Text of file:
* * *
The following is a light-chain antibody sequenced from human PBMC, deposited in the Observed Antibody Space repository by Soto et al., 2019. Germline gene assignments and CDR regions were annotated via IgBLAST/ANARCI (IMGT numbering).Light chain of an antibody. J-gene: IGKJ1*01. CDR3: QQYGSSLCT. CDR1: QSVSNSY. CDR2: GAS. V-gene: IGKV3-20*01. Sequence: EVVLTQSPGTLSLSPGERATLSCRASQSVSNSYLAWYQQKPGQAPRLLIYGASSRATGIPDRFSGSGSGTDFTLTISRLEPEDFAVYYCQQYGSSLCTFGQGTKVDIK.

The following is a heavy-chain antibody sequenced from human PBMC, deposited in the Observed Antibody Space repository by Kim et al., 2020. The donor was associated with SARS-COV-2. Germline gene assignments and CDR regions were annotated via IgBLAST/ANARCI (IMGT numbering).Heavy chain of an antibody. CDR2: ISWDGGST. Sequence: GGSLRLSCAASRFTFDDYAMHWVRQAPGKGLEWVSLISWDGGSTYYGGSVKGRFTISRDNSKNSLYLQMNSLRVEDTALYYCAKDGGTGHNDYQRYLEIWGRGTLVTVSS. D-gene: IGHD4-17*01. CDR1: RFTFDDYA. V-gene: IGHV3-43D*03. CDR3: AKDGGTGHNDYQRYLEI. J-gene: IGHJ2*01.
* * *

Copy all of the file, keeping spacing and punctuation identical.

The following is a light-chain antibody sequenced from human PBMC, deposited in the Observed Antibody Space repository by Soto et al., 2019. Germline gene assignments and CDR regions were annotated via IgBLAST/ANARCI (IMGT numbering).Light chain of an antibody. J-gene: IGKJ1*01. CDR3: QQYGSSLCT. CDR1: QSVSNSY. CDR2: GAS. V-gene: IGKV3-20*01. Sequence: EVVLTQSPGTLSLSPGERATLSCRASQSVSNSYLAWYQQKPGQAPRLLIYGASSRATGIPDRFSGSGSGTDFTLTISRLEPEDFAVYYCQQYGSSLCTFGQGTKVDIK.

The following is a heavy-chain antibody sequenced from human PBMC, deposited in the Observed Antibody Space repository by Kim et al., 2020. The donor was associated with SARS-COV-2. Germline gene assignments and CDR regions were annotated via IgBLAST/ANARCI (IMGT numbering).Heavy chain of an antibody. CDR2: ISWDGGST. Sequence: GGSLRLSCAASRFTFDDYAMHWVRQAPGKGLEWVSLISWDGGSTYYGGSVKGRFTISRDNSKNSLYLQMNSLRVEDTALYYCAKDGGTGHNDYQRYLEIWGRGTLVTVSS. D-gene: IGHD4-17*01. CDR1: RFTFDDYA. V-gene: IGHV3-43D*03. CDR3: AKDGGTGHNDYQRYLEI. J-gene: IGHJ2*01.